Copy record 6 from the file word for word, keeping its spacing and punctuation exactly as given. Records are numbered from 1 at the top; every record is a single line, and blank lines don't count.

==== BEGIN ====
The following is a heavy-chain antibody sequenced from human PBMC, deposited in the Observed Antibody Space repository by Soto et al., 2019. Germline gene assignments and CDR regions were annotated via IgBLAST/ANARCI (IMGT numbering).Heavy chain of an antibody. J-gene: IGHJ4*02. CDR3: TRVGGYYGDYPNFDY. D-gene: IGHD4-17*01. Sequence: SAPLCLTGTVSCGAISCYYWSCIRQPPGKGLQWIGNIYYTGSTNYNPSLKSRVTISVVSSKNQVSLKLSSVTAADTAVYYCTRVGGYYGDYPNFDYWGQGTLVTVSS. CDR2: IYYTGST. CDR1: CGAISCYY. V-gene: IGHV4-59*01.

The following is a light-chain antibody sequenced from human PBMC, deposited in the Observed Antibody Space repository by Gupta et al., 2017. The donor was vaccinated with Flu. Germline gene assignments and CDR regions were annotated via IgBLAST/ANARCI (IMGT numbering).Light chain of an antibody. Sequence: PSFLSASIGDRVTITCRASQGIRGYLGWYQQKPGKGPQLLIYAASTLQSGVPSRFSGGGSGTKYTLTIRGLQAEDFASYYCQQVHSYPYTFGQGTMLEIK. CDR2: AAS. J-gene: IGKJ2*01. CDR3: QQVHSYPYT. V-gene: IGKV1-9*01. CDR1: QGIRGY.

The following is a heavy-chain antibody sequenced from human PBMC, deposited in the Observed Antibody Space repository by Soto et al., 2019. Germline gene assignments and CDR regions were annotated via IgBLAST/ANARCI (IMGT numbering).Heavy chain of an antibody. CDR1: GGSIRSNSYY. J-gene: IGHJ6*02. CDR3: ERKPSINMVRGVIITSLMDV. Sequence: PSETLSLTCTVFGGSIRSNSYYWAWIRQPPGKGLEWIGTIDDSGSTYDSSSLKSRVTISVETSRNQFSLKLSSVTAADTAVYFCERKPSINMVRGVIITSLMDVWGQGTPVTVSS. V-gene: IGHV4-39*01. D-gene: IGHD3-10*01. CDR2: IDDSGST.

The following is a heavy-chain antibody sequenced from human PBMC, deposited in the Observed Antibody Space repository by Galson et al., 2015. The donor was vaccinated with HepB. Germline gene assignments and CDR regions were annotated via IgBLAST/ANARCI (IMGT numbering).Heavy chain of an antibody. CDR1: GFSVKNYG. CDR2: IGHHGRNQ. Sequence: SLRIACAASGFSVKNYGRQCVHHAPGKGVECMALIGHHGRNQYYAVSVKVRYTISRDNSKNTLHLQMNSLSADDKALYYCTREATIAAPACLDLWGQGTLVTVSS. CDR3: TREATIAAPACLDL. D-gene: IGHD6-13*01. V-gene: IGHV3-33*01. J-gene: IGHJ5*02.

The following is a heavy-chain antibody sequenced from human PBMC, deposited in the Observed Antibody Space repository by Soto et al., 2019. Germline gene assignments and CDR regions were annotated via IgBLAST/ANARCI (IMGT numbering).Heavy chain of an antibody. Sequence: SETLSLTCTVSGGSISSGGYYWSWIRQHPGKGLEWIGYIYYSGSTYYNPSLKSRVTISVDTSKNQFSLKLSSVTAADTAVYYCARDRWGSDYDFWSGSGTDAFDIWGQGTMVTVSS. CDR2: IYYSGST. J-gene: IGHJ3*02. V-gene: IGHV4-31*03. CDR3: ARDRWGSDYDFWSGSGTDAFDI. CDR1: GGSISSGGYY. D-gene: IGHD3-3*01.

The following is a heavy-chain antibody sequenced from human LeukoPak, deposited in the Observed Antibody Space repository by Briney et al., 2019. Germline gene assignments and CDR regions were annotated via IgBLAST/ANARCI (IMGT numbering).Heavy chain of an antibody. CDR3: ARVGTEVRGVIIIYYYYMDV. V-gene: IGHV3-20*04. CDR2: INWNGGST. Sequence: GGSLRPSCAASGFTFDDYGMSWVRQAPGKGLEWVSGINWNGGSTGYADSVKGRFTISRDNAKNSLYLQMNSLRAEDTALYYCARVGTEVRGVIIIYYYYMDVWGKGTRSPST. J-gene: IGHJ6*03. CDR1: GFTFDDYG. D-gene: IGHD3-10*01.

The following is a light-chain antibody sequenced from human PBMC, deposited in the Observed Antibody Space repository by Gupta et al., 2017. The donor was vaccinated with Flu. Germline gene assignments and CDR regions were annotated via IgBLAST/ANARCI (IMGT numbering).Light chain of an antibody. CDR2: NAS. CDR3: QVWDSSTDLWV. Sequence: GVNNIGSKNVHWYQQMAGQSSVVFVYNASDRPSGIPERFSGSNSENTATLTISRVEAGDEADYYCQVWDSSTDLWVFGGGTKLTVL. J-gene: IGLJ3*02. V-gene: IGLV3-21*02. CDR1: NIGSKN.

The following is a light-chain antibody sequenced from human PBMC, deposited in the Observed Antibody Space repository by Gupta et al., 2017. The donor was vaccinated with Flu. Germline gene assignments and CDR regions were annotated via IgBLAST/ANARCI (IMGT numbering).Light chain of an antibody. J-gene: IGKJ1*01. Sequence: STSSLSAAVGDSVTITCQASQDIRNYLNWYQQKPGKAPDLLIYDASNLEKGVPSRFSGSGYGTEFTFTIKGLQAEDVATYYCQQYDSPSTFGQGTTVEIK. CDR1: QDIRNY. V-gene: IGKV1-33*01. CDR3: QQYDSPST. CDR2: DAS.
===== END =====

The following is a heavy-chain antibody sequenced from human LeukoPak, deposited in the Observed Antibody Space repository by Briney et al., 2019. Germline gene assignments and CDR regions were annotated via IgBLAST/ANARCI (IMGT numbering).Heavy chain of an antibody. CDR3: ARVGTEVRGVIIIYYYYMDV. V-gene: IGHV3-20*04. CDR2: INWNGGST. Sequence: GGSLRPSCAASGFTFDDYGMSWVRQAPGKGLEWVSGINWNGGSTGYADSVKGRFTISRDNAKNSLYLQMNSLRAEDTALYYCARVGTEVRGVIIIYYYYMDVWGKGTRSPST. J-gene: IGHJ6*03. CDR1: GFTFDDYG. D-gene: IGHD3-10*01.